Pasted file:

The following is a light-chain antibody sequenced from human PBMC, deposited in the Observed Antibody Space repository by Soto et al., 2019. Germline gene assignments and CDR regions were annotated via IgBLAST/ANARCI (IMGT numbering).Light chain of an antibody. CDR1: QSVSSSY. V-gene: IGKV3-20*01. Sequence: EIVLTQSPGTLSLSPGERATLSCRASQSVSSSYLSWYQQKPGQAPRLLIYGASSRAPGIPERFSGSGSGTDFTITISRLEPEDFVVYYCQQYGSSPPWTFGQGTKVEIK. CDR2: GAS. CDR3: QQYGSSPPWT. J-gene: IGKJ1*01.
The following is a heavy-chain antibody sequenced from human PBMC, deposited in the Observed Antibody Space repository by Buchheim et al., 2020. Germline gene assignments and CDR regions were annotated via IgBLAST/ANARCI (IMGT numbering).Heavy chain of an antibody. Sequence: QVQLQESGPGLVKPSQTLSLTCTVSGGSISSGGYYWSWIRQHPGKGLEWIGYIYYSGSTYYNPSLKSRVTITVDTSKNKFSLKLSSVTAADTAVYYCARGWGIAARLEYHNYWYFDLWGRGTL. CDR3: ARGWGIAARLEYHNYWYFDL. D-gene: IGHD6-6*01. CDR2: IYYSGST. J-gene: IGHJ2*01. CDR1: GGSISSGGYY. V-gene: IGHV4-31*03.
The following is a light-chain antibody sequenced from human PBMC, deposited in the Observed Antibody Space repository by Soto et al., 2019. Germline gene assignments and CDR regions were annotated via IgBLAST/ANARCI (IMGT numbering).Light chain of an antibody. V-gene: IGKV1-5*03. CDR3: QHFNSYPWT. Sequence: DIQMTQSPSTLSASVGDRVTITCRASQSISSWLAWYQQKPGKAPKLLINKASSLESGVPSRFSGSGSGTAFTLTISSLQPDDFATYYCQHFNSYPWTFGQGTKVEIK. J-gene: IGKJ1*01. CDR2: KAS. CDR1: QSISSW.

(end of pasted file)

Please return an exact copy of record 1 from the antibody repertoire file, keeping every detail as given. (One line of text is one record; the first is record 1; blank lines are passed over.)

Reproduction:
The following is a light-chain antibody sequenced from human PBMC, deposited in the Observed Antibody Space repository by Soto et al., 2019. Germline gene assignments and CDR regions were annotated via IgBLAST/ANARCI (IMGT numbering).Light chain of an antibody. CDR1: QSVSSSY. V-gene: IGKV3-20*01. Sequence: EIVLTQSPGTLSLSPGERATLSCRASQSVSSSYLSWYQQKPGQAPRLLIYGASSRAPGIPERFSGSGSGTDFTITISRLEPEDFVVYYCQQYGSSPPWTFGQGTKVEIK. CDR2: GAS. CDR3: QQYGSSPPWT. J-gene: IGKJ1*01.